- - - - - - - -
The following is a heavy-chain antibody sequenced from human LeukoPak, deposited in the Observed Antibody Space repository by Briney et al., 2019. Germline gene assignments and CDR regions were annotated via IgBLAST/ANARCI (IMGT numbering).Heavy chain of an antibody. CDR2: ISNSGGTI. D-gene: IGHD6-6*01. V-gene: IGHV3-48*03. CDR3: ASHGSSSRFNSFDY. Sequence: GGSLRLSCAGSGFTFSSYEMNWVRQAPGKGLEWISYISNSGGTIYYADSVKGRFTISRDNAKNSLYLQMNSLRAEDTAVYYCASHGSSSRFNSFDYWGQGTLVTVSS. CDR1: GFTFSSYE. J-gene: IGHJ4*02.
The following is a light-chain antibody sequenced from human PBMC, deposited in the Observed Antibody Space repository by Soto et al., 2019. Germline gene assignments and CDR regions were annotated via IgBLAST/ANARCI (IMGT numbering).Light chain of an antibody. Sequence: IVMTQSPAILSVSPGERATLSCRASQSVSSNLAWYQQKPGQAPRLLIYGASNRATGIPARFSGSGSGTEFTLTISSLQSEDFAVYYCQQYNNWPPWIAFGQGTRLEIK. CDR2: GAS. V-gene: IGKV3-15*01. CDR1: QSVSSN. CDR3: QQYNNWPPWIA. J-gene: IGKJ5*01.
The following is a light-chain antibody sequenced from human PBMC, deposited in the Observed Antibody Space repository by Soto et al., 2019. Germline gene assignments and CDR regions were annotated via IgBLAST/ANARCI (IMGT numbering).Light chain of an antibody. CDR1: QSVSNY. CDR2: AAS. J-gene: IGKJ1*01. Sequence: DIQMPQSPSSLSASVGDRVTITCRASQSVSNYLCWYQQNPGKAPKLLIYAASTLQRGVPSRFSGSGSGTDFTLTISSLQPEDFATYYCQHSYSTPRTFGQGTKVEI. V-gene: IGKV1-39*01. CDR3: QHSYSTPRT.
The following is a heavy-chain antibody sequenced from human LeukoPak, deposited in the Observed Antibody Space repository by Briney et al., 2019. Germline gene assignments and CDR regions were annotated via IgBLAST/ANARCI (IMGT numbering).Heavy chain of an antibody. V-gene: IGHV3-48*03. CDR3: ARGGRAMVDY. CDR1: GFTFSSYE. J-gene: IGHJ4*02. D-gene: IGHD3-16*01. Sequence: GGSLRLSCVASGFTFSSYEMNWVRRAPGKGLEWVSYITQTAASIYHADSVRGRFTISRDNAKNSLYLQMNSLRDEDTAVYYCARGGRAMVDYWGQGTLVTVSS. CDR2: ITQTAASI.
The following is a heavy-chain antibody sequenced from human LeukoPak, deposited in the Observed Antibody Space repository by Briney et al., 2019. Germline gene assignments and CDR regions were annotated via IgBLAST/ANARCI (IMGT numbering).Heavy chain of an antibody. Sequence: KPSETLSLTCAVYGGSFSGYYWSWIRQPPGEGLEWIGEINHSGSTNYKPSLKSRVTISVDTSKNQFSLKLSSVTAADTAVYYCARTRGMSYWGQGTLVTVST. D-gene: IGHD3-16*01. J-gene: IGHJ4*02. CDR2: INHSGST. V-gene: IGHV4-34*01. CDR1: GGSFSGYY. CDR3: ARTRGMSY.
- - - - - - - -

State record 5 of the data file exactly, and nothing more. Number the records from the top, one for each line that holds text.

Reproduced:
The following is a heavy-chain antibody sequenced from human LeukoPak, deposited in the Observed Antibody Space repository by Briney et al., 2019. Germline gene assignments and CDR regions were annotated via IgBLAST/ANARCI (IMGT numbering).Heavy chain of an antibody. Sequence: KPSETLSLTCAVYGGSFSGYYWSWIRQPPGEGLEWIGEINHSGSTNYKPSLKSRVTISVDTSKNQFSLKLSSVTAADTAVYYCARTRGMSYWGQGTLVTVST. D-gene: IGHD3-16*01. J-gene: IGHJ4*02. CDR2: INHSGST. V-gene: IGHV4-34*01. CDR1: GGSFSGYY. CDR3: ARTRGMSY.